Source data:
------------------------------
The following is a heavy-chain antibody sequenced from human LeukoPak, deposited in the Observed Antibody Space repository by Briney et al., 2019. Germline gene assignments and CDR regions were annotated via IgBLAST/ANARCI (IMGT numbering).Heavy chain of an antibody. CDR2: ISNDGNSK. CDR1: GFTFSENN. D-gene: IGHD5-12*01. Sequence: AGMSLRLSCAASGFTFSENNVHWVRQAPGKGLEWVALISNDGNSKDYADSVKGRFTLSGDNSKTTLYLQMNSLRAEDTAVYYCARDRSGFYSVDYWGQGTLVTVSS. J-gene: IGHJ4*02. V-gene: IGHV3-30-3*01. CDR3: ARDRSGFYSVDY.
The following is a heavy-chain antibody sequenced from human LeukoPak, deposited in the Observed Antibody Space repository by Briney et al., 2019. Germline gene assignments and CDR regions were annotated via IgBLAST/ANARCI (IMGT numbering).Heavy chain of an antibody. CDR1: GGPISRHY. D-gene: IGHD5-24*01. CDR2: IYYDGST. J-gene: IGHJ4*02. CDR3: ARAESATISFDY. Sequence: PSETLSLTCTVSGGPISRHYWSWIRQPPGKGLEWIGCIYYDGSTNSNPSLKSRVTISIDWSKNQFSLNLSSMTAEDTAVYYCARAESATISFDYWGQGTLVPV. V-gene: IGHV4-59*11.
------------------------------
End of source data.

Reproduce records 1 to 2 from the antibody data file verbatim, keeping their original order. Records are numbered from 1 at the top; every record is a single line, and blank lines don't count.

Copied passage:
The following is a heavy-chain antibody sequenced from human LeukoPak, deposited in the Observed Antibody Space repository by Briney et al., 2019. Germline gene assignments and CDR regions were annotated via IgBLAST/ANARCI (IMGT numbering).Heavy chain of an antibody. CDR2: ISNDGNSK. CDR1: GFTFSENN. D-gene: IGHD5-12*01. Sequence: AGMSLRLSCAASGFTFSENNVHWVRQAPGKGLEWVALISNDGNSKDYADSVKGRFTLSGDNSKTTLYLQMNSLRAEDTAVYYCARDRSGFYSVDYWGQGTLVTVSS. J-gene: IGHJ4*02. V-gene: IGHV3-30-3*01. CDR3: ARDRSGFYSVDY.
The following is a heavy-chain antibody sequenced from human LeukoPak, deposited in the Observed Antibody Space repository by Briney et al., 2019. Germline gene assignments and CDR regions were annotated via IgBLAST/ANARCI (IMGT numbering).Heavy chain of an antibody. CDR1: GGPISRHY. D-gene: IGHD5-24*01. CDR2: IYYDGST. J-gene: IGHJ4*02. CDR3: ARAESATISFDY. Sequence: PSETLSLTCTVSGGPISRHYWSWIRQPPGKGLEWIGCIYYDGSTNSNPSLKSRVTISIDWSKNQFSLNLSSMTAEDTAVYYCARAESATISFDYWGQGTLVPV. V-gene: IGHV4-59*11.